Alice in Wonderland Syndrome (AIWS) is named after Lewis Carroll’s novel Through the Looking Glass. In one scene, Alice eats cookies that change the size of her body, causing her to alternately be too small and too large for her environment.
Alice in Wonderland Syndrome (This condition is also known as micropsia and macropsia) describes a set of symptoms, the most common of which are:
- The sizes of parts of the body are perceived incorrectly,
- The sizes of external objects are perceived incorrectly,
- The body changing shape uniformly or just in certain parts,
- The experience of temporal disturbances,
- The sense of touch may be distorted,
- The feeling of sinking into the floor or passing through walls,
- The experience of fractured vision which looks like a complex mosaic, and
- Sounds seeming louder, softer, closer, or further than they really are.
Most reports are from children or by people later in life who experience the Alice in Wonderland symptoms and these are often at night.
The syndrome was first described in 1955 by the English psychiatrist John Todd. Todd named it, of course, for Alice's Adventures in Wonderland by Lewis Carroll. Because the syndrome is usually associated with visual hallucinations and (usually) patients with either family members with a history of migraine headaches or themselves suffering migraines. It’s not a coincidence, therefore, to know that Lewis Carroll also suffered from severe migraine.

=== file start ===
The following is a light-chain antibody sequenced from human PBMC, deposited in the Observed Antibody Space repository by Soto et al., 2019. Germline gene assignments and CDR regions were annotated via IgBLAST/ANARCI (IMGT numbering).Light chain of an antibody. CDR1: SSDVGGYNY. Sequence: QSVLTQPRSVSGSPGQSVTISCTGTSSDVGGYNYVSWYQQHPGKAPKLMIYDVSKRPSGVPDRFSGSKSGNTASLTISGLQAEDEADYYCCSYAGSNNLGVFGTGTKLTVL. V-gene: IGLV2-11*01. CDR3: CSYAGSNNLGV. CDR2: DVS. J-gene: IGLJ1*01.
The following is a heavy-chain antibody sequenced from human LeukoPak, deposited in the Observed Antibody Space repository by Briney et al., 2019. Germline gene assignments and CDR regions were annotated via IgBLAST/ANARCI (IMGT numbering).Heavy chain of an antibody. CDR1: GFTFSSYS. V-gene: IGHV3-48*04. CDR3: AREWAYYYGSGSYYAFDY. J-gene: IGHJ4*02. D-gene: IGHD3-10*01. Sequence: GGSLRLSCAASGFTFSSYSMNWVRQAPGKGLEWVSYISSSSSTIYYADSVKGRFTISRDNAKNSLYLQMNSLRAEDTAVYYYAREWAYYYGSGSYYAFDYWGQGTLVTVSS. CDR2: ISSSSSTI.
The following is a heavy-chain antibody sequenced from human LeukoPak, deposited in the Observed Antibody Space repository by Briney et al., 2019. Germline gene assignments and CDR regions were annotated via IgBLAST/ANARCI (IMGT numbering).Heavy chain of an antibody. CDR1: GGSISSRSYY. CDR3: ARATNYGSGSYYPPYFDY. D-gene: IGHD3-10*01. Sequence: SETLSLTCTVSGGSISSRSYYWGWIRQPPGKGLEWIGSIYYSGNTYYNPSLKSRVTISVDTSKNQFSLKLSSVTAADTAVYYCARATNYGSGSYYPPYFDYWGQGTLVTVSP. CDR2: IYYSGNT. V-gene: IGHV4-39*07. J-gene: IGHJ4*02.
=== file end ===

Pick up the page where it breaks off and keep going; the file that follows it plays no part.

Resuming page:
A psychopathological syndrome of distorted space, time and body image. The patient has a feeling that the entire body or parts of it have been altered in shape and size (metamorphosis), associated with visual hallucinations.
Alice in Wonderland syndrome is a disorienting neurological condition which affects perception. Sufferers may experience micropsia, macropsia, and/or size distortion of other sensory modalities. A temporary condition, it is often associated with migraines, brain tumors, and the use of psychoactive drugs. It can also present as the initial sign of the Epstein-Barr Virus (See mononucleosis).
Psychoanalytic interpretation by Todd has made more understandable and plausible the illusionary dreams, feeling of levitation, and alteration in the sense of passage of time that Alice experienced. Alice trod the paths and byways of a wonderland well known to Carroll, her creator, who suffered severely from migraine.
In Lippman’s report, one of the patients stated that she felt short and wide as she walked, calling this a ”tweedlike dum” or ”tweedle dee” feeling. Associated disorders may include apraxia, agnosia, language disorders, feelings of déjà vu or jamais vu, dreamlike or trancelike states, and delirium.
Similarly, The Cheshire Cat syndrome is another medical eponym taken from Alice in Wonderland. It was first described by the British physician Eric George Lapthorne Bywaters (born 1910) in 1968.